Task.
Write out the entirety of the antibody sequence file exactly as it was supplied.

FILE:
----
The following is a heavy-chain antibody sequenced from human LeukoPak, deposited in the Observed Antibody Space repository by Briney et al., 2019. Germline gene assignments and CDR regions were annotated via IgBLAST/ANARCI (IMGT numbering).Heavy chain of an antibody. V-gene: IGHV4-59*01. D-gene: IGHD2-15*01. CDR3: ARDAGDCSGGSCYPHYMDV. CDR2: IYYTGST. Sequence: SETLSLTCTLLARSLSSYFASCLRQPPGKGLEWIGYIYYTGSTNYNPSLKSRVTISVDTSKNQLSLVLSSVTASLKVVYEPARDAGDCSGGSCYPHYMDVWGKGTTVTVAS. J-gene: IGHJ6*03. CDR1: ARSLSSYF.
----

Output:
The following is a heavy-chain antibody sequenced from human LeukoPak, deposited in the Observed Antibody Space repository by Briney et al., 2019. Germline gene assignments and CDR regions were annotated via IgBLAST/ANARCI (IMGT numbering).Heavy chain of an antibody. V-gene: IGHV4-59*01. D-gene: IGHD2-15*01. CDR3: ARDAGDCSGGSCYPHYMDV. CDR2: IYYTGST. Sequence: SETLSLTCTLLARSLSSYFASCLRQPPGKGLEWIGYIYYTGSTNYNPSLKSRVTISVDTSKNQLSLVLSSVTASLKVVYEPARDAGDCSGGSCYPHYMDVWGKGTTVTVAS. J-gene: IGHJ6*03. CDR1: ARSLSSYF.